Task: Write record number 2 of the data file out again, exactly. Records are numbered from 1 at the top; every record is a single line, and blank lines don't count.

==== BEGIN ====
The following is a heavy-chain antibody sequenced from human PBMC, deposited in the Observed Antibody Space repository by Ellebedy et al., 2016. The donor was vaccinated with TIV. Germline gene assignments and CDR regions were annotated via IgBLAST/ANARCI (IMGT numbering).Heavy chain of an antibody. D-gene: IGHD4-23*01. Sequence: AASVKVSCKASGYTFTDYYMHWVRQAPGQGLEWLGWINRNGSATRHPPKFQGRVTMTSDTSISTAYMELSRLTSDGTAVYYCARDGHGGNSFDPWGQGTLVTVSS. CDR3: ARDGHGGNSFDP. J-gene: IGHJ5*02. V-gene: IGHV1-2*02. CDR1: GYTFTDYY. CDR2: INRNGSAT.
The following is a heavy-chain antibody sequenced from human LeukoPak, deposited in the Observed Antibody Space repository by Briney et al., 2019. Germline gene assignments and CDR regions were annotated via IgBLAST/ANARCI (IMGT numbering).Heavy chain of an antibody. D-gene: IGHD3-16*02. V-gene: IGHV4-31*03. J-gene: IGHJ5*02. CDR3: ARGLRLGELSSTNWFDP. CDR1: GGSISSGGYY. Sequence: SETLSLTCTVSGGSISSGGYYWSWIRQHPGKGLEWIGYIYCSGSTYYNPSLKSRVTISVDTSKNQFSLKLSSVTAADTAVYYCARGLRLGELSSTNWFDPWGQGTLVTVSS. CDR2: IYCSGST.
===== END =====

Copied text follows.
The following is a heavy-chain antibody sequenced from human LeukoPak, deposited in the Observed Antibody Space repository by Briney et al., 2019. Germline gene assignments and CDR regions were annotated via IgBLAST/ANARCI (IMGT numbering).Heavy chain of an antibody. D-gene: IGHD3-16*02. V-gene: IGHV4-31*03. J-gene: IGHJ5*02. CDR3: ARGLRLGELSSTNWFDP. CDR1: GGSISSGGYY. Sequence: SETLSLTCTVSGGSISSGGYYWSWIRQHPGKGLEWIGYIYCSGSTYYNPSLKSRVTISVDTSKNQFSLKLSSVTAADTAVYYCARGLRLGELSSTNWFDPWGQGTLVTVSS. CDR2: IYCSGST.